Entrepreneur Lessons From a Golf Master

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A few weeks ago, Irish golf sensation Rory McIlroy did something amazing. Not only did he win a second major championship in the span of four weeks, but in so doing, he became the third youngest player ever to win four Majors (the others being Jack Nicklaus and Tiger Woods.)

For me, the interesting thing is his recent resurgence. McIlroy won his first major when he was only 22, with a 16-under win at the U.S. Open in 2011, and then won the PGA Championship the next year by a record eight strokes.


“Boy Wonder” they called him. The “Next Big Thing” after Tiger.

And then he sputtered.

Since then, according to Yahoo, “McIlroy signed a megadeal with Nike and switched out all his equipment. He changed management for the second time, leading to lawsuits that are still to be decided.” He won no Majors in 2013, and then got engaged to tennis pro Caroline Wozniacki on New Year’s Eve of that year.

But in May of 2014, Rory broke off the engagement. He then promptly went on to win The British Open in July and then the U.S. Open in August.

According to USA TODAY, “After surging to the lead . . . at the PGA Championship, en route to his second consecutive major title, McIlroy was asked about the “major personal event” he went through earlier this year. It was suggested that McIlroy’s pre-wedding breakup with tennis star Caroline Wozniacki would have had an adverse effect on most people. You could call it the break-up blues. Clearly that hadn’t happened to McIlroy, who was in the midst of winning his third straight tournament and becoming the world’s best golfer. Why?

“Well, I think it has happened to me for the better. I’ve put a little bit more time into my golf and refocused me in a way. It’s the only thing not the only thing I have; I’ve got my family and my friends, but I just immersed myself in my game. I’ve practiced hard and I’ve done all the right things, and I’m reaping the rewards.”

There’s a lesson there my friends.

No, of course I am not suggesting that you break up with your significant other in order to succeed in your own chosen career, but what I do find analogous is that what happened to McIlroy is not unlike what happens to many small business people:

They get some success, and then they lose focus.

Think about it – when you start a new business, it is a total preoccupation. It is exciting and fun and overwhelming and exhausting. If you do it right, you put your whole heart and soul into it. And then, if you are lucky and good, you start to win, to succeed. Maybe you even land a big contract and thereby win, shall we say, a Major.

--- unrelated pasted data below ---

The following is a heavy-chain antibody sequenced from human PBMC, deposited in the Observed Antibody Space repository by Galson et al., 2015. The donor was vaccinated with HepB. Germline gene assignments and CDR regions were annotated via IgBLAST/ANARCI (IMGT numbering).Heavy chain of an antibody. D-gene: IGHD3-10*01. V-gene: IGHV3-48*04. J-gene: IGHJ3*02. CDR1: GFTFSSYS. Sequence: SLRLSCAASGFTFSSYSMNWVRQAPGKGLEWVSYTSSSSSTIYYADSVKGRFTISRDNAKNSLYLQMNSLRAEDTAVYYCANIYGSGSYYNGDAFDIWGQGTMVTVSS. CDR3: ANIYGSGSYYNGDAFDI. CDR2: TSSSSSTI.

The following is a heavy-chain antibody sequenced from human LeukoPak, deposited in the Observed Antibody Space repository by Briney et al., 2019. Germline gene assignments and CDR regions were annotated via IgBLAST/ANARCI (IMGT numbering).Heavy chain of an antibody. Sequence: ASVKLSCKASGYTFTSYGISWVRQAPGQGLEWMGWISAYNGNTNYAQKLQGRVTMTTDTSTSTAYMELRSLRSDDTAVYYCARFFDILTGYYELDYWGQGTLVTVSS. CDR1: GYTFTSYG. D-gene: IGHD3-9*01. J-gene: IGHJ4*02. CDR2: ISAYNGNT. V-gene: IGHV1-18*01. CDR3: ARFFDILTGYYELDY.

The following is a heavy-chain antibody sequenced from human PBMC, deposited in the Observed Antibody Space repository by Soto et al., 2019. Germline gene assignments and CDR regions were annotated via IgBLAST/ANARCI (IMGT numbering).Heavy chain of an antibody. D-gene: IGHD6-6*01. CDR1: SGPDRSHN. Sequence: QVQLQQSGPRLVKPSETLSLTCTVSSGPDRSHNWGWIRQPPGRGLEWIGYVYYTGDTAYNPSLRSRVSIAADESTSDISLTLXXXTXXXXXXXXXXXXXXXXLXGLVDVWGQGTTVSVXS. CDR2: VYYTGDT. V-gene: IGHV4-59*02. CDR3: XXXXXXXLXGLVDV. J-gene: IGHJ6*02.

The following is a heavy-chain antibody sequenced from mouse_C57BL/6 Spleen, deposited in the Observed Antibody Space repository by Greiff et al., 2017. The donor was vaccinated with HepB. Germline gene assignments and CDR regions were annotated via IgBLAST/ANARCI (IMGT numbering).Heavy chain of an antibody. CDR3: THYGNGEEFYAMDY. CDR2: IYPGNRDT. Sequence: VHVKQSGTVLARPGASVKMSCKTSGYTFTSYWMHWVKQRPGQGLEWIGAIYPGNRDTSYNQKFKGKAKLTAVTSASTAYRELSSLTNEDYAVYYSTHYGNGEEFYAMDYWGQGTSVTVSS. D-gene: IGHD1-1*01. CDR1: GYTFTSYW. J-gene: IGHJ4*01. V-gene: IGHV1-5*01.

Later, what happens – if you are human – is that you probably rest a bit. Enjoy your success. Take some time off. You may even get some other business ideas and run with those for a while. That is all well and good and smart.

Until it is not.

Because what happens is that (if I may beat this sports analogy into the ground a little bit more), when you take your eye off the ball, you drop the ball, you strike out, you lose a client. The important thing therefore is to notice when your attention begins to lag and that you make a course correction.

A few weeks ago I ran into a colleague of mine while I was speaking at an event and I asked her how business was. She told me that she was having her best year ever. When I asked her why that was, she said, “You know Steve, I had a few great things going on business-wise, really fun things. But I realized that instead of doing a few things really well, I was actually doing too many things mediocrely. So I decided that I had to give up a couple of the other things and focus primarily on my core business. The results have been, frankly, spectacular.”

Sounds like she took a lesson from Rory McIlroy. And so that is today’s suggestion: Take a look at your business, reconfigure if necessary, and watch yourself sink in a birdie for the win.

Today’ Tip: The other thing I know about golf (and fair warning, taking golf cues from me is a bad call), is that the harder you try, the worse you tend to do. This especially relates to sales. Trying too hard to get the sale is a sure recipe for missing the cup.